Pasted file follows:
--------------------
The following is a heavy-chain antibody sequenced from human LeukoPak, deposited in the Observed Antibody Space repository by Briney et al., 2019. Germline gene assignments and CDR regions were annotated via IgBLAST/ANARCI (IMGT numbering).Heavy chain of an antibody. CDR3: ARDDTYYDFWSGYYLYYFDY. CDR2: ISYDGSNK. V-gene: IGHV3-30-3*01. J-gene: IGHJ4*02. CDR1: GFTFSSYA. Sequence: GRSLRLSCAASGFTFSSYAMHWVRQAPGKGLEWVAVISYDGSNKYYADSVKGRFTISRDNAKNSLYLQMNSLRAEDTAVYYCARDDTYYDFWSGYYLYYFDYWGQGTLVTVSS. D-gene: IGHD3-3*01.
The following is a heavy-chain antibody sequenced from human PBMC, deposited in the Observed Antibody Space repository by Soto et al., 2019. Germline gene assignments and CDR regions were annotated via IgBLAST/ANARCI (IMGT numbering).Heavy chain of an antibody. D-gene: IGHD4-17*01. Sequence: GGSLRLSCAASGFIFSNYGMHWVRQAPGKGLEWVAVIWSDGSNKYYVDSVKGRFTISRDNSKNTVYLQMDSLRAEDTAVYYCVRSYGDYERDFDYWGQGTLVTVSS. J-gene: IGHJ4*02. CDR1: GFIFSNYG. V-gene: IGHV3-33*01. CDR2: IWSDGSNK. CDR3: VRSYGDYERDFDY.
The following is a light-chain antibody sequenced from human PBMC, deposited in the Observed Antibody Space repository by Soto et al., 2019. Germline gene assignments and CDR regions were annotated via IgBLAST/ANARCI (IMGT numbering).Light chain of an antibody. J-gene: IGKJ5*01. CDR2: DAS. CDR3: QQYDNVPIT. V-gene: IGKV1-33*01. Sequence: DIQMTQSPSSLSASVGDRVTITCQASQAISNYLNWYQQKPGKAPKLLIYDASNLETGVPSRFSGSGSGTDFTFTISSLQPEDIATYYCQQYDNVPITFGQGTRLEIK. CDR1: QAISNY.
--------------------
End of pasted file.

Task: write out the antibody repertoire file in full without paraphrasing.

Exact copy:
The following is a heavy-chain antibody sequenced from human LeukoPak, deposited in the Observed Antibody Space repository by Briney et al., 2019. Germline gene assignments and CDR regions were annotated via IgBLAST/ANARCI (IMGT numbering).Heavy chain of an antibody. CDR3: ARDDTYYDFWSGYYLYYFDY. CDR2: ISYDGSNK. V-gene: IGHV3-30-3*01. J-gene: IGHJ4*02. CDR1: GFTFSSYA. Sequence: GRSLRLSCAASGFTFSSYAMHWVRQAPGKGLEWVAVISYDGSNKYYADSVKGRFTISRDNAKNSLYLQMNSLRAEDTAVYYCARDDTYYDFWSGYYLYYFDYWGQGTLVTVSS. D-gene: IGHD3-3*01.
The following is a heavy-chain antibody sequenced from human PBMC, deposited in the Observed Antibody Space repository by Soto et al., 2019. Germline gene assignments and CDR regions were annotated via IgBLAST/ANARCI (IMGT numbering).Heavy chain of an antibody. D-gene: IGHD4-17*01. Sequence: GGSLRLSCAASGFIFSNYGMHWVRQAPGKGLEWVAVIWSDGSNKYYVDSVKGRFTISRDNSKNTVYLQMDSLRAEDTAVYYCVRSYGDYERDFDYWGQGTLVTVSS. J-gene: IGHJ4*02. CDR1: GFIFSNYG. V-gene: IGHV3-33*01. CDR2: IWSDGSNK. CDR3: VRSYGDYERDFDY.
The following is a light-chain antibody sequenced from human PBMC, deposited in the Observed Antibody Space repository by Soto et al., 2019. Germline gene assignments and CDR regions were annotated via IgBLAST/ANARCI (IMGT numbering).Light chain of an antibody. J-gene: IGKJ5*01. CDR2: DAS. CDR3: QQYDNVPIT. V-gene: IGKV1-33*01. Sequence: DIQMTQSPSSLSASVGDRVTITCQASQAISNYLNWYQQKPGKAPKLLIYDASNLETGVPSRFSGSGSGTDFTFTISSLQPEDIATYYCQQYDNVPITFGQGTRLEIK. CDR1: QAISNY.